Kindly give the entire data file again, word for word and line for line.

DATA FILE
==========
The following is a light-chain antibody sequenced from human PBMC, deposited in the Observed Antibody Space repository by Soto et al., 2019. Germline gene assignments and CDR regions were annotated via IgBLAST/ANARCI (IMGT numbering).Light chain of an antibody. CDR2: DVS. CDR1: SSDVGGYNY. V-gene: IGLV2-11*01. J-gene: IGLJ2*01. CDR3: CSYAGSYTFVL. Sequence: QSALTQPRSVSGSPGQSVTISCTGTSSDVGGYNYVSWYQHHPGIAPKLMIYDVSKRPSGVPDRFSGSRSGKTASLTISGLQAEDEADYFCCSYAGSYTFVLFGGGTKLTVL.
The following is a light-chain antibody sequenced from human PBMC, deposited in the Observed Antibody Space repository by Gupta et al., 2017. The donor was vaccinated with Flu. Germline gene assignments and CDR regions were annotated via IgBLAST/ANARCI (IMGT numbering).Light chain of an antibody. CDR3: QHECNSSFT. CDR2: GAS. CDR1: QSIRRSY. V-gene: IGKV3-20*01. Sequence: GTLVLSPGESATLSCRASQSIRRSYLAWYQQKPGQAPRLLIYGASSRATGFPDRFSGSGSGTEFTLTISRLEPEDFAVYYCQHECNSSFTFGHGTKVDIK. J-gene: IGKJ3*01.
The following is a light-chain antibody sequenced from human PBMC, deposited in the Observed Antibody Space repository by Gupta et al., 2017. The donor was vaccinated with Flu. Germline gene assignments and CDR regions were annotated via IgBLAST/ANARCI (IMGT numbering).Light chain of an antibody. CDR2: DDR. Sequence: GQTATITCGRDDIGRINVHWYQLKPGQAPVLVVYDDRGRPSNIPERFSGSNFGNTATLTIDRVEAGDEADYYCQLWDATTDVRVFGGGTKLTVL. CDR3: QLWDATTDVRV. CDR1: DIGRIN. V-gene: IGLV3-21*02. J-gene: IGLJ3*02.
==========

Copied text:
The following is a light-chain antibody sequenced from human PBMC, deposited in the Observed Antibody Space repository by Soto et al., 2019. Germline gene assignments and CDR regions were annotated via IgBLAST/ANARCI (IMGT numbering).Light chain of an antibody. CDR2: DVS. CDR1: SSDVGGYNY. V-gene: IGLV2-11*01. J-gene: IGLJ2*01. CDR3: CSYAGSYTFVL. Sequence: QSALTQPRSVSGSPGQSVTISCTGTSSDVGGYNYVSWYQHHPGIAPKLMIYDVSKRPSGVPDRFSGSRSGKTASLTISGLQAEDEADYFCCSYAGSYTFVLFGGGTKLTVL.
The following is a light-chain antibody sequenced from human PBMC, deposited in the Observed Antibody Space repository by Gupta et al., 2017. The donor was vaccinated with Flu. Germline gene assignments and CDR regions were annotated via IgBLAST/ANARCI (IMGT numbering).Light chain of an antibody. CDR3: QHECNSSFT. CDR2: GAS. CDR1: QSIRRSY. V-gene: IGKV3-20*01. Sequence: GTLVLSPGESATLSCRASQSIRRSYLAWYQQKPGQAPRLLIYGASSRATGFPDRFSGSGSGTEFTLTISRLEPEDFAVYYCQHECNSSFTFGHGTKVDIK. J-gene: IGKJ3*01.
The following is a light-chain antibody sequenced from human PBMC, deposited in the Observed Antibody Space repository by Gupta et al., 2017. The donor was vaccinated with Flu. Germline gene assignments and CDR regions were annotated via IgBLAST/ANARCI (IMGT numbering).Light chain of an antibody. CDR2: DDR. Sequence: GQTATITCGRDDIGRINVHWYQLKPGQAPVLVVYDDRGRPSNIPERFSGSNFGNTATLTIDRVEAGDEADYYCQLWDATTDVRVFGGGTKLTVL. CDR3: QLWDATTDVRV. CDR1: DIGRIN. V-gene: IGLV3-21*02. J-gene: IGLJ3*02.